"Day One" was broadcast on Sunday, 22 October 2006 on BBC Three, just after the first episode, "Everything Changes". The second episode received overnight viewing figures of 2.3 million with a 13.8% audience share, holding the majority of the audience from the first episode. Together both episodes received the largest multichannel audience for a UK-originated non-sports programme and the at the time largest audience for BBC Three.[5][6] The finale figure for the episode was 2.498 million viewers.[7] The record would be held until the broadcast of EastEnders Live: The Aftermath on 19 February 2010.[8] The repeat of "Day One" on analogue channel BBC Two on 25 October was seen by 2.8 million with a 13% audience share.[9] "Day One" was given an Appreciation Index of 83.[citation needed]


"The Lorelais' First Day At Chilton" is the second episode of the first season of the American comedy-drama series Gilmore Girls. It originally aired on the WB in the United States on October 12, 2000. The episode was written by series creator Amy Sherman-Palladino and directed by Arlene Sanford.


Lorelai oversleeps on Rory's first day at Chilton and discovers that all her good clothes are in the cleaners. She throws on a tie-dyed top, Daisy Duke shorts, and cowboy boots. On the way to the headmaster's office, Lorelai meets Ian, the father of a Chilton student. Lorelai and Ian have some initial chemistry until Rory reminds Lorelai how she looks in her shorts and cowboy boots.


When Lorelai and Rory arrive at Headmaster Charleston's office, they find Emily, who has shown up for Rory's first day. Lorelai is coerced into removing her coat, and Emily and the Headmaster see her outfit. Both make judgmental expressions though refrain from saying anything about it. Lorelai and Emily leave after some awkward moments in the headmaster's office, bickering the entire way out.


Rory's day goes downhill from there. She is handed a three-inch binder containing one week's worth of notes from one class and meets some insufferable classmates including Paris Geller, who sees Rory as a rival and tells her that she is the smartest student, and Tristin, who teases Rory by incessantly calling her "Mary." Later, Rory ruins Paris's class project as she tries to open her locker and begins to answer questions Paris would usually answer, further provoking her rage.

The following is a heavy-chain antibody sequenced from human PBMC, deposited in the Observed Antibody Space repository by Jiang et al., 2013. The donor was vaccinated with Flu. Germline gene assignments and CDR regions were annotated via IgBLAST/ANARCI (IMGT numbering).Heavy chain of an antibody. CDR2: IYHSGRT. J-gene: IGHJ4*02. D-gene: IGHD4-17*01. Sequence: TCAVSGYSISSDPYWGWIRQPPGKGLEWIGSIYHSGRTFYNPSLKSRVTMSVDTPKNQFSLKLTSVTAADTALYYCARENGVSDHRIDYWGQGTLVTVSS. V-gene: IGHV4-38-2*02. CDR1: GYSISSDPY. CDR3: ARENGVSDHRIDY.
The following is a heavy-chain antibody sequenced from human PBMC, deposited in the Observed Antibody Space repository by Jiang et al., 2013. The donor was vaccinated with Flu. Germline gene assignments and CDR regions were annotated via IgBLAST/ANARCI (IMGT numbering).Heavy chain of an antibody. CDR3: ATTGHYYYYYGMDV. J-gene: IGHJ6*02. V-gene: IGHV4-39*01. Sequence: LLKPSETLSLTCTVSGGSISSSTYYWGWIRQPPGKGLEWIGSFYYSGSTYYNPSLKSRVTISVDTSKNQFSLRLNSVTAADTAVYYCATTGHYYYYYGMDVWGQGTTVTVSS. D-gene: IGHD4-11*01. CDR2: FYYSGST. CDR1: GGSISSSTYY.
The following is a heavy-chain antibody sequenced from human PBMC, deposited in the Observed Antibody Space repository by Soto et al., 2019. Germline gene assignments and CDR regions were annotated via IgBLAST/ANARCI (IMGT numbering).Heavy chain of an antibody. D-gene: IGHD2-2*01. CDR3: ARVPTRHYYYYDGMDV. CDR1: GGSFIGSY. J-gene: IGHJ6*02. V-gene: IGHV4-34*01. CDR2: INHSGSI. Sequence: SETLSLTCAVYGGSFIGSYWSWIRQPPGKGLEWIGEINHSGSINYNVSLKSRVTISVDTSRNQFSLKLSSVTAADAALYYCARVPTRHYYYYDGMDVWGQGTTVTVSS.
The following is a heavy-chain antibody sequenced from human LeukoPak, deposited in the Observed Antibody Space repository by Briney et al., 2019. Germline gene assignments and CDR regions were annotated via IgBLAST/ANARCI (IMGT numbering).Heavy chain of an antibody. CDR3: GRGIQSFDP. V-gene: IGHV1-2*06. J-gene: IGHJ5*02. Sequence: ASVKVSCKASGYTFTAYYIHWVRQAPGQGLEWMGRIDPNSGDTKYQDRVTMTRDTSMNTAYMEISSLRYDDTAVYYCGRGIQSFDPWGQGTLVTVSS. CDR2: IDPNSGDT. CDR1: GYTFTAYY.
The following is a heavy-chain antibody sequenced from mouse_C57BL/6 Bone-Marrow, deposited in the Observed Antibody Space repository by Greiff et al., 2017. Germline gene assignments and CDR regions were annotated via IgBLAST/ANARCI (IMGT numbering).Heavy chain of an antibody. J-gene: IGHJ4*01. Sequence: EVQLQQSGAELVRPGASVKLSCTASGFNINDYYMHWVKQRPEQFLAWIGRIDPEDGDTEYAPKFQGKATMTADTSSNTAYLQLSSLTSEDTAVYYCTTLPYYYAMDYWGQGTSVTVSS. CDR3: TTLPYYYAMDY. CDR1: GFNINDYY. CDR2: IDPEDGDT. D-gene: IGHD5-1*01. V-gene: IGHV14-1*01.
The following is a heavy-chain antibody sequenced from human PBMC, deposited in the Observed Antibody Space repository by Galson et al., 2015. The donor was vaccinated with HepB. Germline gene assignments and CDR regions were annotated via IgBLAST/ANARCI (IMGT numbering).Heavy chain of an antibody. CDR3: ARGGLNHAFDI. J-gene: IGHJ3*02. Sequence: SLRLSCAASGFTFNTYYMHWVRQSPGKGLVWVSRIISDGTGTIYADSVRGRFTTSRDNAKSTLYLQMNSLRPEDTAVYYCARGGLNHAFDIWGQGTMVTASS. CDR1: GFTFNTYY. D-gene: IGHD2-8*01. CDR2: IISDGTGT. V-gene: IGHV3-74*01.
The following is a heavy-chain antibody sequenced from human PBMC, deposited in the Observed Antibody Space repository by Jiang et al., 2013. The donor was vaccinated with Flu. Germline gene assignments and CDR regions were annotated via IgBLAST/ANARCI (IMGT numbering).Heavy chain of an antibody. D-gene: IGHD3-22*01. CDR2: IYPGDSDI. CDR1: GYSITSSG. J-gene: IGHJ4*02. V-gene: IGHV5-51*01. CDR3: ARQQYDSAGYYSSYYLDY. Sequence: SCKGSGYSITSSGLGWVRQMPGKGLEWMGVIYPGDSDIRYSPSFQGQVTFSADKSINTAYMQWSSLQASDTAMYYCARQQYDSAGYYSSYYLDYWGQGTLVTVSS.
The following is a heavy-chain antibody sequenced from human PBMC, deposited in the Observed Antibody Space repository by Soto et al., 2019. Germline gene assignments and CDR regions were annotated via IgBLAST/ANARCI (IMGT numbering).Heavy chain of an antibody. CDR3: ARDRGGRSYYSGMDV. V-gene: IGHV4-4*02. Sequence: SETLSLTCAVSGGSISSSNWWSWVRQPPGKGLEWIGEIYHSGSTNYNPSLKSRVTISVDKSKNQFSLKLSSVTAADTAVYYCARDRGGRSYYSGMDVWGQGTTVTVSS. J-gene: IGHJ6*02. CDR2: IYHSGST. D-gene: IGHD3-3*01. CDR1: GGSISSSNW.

Lorelai (Lauren Graham) oversleeps on the morning of Rory's (Alexis Bledel) first day at Chilton. The hurried woman dresses in casual clothes, only to find her own mother (Kelly Bishop) waiting in the headmaster's office. Lorelai's attire draws sharp criticism from the elder Gilmore, and dirty looks from the other students' parents.


It is Rory's first day at the exclusive prep school Chilton, and Lorelai chooses this day to oversleep. This turns the morning into total chaos because she does not have time to pick up her dry cleaning, which means she has nothing to wear. Meanwhile Rory is ranting while Lorelai throws on some old rags in the form of a tight tie-dye shirt and some cut-offs jeans. In short, it looks like Lorelai is heading to the local rodeo. Things go from bad to worse when Rory informs her frazzled mom that they both have to meet the headmaster at Chilton. Since Lorelai has nothing else to wear, she puts on an overcoat and walks out the door. On the way, Lorelai meets a man named Ian, who is the father of another Chilton student. The two get to know each other better and Lorelai tells Ian where she works in case he wants to drop by. When Rory and Lorelai arrive at the headmaster's office, Lorelai's mother, Emily, who just happens to be a close personal friend of the headmaster drops by. Emily makes a big fuss when Lorelai refuses to shed her coat and then regrets her insistence when she gets a load of what Lorelai is wearing. Needless to say, the meeting is quick and awkward with Lorelai stuttering her way through.


After the meeting Rory is now flying solo and gets a lousy initiation into the world of private school. Hanlon, the headmaster, does everything by the book and tells Rory that while she has a good academic record, her social activities are severely lacking. This is because she has enrolled a month late making it extremely hard to catch up. Meanwhile some other Chilton students haven taken a peek at Rory's student file to get the low-down on her. One of the girls, Paris, is already gearing up to make Rory's life a living hell. Back in Stars Hollow, Lorelai makes it to the coffee shop and has to beg Luke for a cup of Java, it is a jumbo coffee kind of morning, and then gets a little lecture from Luke on her inappropriate dress. In class Rory gets a bitter taste of the Chilton academic standards, while Paris answers every single question about Tolstoy's favorite writers and major influences. But a cocky boy named Tristin makes his entrance and gives Rory the once over. At the end of class, Rory gets last week's assignments and the word "daunting" comes to mind. The day keeps getting worse as Paris makes it crystal clear that she is the best student at Chilton. Not only that, but she runs the school paper and will do whatever it takes to keep it that way. Before the next class, Tristin offers to "lend his notes" and he won't stop calling Rory "Mary." What does that mean anyway? 041b061a72